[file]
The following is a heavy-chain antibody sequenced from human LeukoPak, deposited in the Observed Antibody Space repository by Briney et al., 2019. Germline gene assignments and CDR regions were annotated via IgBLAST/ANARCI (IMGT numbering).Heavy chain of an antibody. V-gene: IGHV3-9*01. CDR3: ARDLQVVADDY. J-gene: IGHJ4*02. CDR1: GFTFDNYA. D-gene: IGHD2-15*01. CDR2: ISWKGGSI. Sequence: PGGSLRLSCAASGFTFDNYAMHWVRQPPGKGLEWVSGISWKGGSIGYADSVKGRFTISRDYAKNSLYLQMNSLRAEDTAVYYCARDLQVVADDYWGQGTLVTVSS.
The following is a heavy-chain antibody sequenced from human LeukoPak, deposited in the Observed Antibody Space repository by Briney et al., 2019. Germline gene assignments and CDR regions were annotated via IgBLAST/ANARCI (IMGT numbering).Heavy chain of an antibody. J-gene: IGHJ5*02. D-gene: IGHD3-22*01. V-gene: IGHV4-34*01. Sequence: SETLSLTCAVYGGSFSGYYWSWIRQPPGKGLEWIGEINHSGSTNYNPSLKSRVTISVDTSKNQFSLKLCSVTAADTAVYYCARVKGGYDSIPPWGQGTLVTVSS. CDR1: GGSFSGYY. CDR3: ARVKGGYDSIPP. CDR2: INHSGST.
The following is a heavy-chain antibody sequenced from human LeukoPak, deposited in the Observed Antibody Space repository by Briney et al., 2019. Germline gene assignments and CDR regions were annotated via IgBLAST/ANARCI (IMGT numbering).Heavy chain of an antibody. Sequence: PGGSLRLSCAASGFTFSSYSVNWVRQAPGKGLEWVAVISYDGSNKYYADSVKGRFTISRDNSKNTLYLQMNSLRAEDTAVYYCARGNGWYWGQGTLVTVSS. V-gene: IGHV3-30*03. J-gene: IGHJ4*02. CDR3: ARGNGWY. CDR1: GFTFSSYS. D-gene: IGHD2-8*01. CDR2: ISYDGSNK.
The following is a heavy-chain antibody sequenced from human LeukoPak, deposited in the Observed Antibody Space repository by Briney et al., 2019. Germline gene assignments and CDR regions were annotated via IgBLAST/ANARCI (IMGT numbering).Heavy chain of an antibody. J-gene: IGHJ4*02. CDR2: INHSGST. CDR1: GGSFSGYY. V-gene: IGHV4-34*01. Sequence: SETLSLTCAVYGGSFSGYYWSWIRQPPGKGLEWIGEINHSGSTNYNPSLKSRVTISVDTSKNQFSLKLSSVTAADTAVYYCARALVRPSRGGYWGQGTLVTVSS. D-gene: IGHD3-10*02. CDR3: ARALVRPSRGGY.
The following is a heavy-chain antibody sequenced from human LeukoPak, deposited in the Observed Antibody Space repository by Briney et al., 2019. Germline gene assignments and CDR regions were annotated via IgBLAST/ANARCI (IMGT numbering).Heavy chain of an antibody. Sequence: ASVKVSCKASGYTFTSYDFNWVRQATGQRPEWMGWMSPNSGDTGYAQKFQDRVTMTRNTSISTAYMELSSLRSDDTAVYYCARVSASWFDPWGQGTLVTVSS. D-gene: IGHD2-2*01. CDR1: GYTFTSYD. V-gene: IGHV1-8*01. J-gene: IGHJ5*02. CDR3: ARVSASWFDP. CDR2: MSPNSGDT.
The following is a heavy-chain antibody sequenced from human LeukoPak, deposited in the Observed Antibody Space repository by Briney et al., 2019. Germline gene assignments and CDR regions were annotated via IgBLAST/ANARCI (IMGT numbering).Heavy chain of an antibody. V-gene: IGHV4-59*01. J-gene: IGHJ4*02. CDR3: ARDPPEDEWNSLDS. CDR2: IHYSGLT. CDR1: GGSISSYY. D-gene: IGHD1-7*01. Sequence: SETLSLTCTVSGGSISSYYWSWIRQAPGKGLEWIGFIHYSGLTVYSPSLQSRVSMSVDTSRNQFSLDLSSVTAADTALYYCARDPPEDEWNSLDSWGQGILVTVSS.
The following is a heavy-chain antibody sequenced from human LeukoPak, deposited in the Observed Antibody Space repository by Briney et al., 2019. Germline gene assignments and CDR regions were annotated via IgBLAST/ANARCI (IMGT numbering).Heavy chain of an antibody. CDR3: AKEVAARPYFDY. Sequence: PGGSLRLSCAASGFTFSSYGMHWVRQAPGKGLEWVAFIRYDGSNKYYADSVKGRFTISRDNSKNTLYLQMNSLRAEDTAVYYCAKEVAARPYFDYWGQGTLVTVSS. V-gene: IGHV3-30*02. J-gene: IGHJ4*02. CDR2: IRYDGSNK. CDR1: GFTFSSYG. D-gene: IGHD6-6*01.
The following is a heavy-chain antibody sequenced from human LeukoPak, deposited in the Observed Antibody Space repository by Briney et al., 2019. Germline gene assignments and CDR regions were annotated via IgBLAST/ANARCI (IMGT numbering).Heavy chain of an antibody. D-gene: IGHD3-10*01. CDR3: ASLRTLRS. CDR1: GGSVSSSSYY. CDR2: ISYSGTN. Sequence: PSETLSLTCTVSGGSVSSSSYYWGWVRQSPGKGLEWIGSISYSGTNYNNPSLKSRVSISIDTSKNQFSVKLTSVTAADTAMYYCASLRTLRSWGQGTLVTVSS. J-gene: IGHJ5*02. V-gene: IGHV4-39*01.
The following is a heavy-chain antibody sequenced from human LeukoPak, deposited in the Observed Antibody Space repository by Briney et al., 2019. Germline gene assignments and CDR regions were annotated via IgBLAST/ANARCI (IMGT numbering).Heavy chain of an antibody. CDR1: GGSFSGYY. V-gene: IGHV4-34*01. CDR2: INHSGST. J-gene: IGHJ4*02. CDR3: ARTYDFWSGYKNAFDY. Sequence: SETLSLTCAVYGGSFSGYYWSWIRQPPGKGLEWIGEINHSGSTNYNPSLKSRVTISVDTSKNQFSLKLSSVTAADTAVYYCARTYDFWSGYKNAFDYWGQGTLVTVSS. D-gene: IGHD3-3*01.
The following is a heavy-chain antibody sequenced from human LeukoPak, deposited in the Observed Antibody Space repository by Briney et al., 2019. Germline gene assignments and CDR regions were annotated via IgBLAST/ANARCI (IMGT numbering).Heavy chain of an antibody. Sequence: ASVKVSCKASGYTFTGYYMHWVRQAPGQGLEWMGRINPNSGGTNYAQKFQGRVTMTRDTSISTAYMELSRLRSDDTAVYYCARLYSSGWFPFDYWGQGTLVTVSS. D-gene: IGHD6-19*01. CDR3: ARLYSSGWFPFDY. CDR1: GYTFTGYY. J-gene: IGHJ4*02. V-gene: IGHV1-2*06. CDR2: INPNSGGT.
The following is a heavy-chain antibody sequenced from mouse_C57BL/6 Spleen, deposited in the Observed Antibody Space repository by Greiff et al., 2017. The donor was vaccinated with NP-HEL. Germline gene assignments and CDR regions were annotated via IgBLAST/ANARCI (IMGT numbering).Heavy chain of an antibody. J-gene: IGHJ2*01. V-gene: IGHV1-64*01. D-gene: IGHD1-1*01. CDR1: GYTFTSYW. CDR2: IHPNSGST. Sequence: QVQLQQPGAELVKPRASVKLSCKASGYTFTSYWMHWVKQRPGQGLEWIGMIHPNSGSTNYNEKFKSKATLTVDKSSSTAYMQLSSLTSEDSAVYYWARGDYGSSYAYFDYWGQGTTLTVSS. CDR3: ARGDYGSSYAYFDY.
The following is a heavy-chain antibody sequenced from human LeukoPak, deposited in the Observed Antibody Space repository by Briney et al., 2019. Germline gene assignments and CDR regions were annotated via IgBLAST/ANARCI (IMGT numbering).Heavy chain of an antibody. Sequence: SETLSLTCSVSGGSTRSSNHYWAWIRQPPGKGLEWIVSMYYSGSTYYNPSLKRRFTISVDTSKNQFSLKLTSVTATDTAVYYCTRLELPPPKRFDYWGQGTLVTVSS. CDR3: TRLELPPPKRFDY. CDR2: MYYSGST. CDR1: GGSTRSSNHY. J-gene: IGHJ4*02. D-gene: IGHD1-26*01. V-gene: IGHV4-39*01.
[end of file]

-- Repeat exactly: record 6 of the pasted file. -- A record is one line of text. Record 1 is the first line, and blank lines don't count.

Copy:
The following is a heavy-chain antibody sequenced from human LeukoPak, deposited in the Observed Antibody Space repository by Briney et al., 2019. Germline gene assignments and CDR regions were annotated via IgBLAST/ANARCI (IMGT numbering).Heavy chain of an antibody. V-gene: IGHV4-59*01. J-gene: IGHJ4*02. CDR3: ARDPPEDEWNSLDS. CDR2: IHYSGLT. CDR1: GGSISSYY. D-gene: IGHD1-7*01. Sequence: SETLSLTCTVSGGSISSYYWSWIRQAPGKGLEWIGFIHYSGLTVYSPSLQSRVSMSVDTSRNQFSLDLSSVTAADTALYYCARDPPEDEWNSLDSWGQGILVTVSS.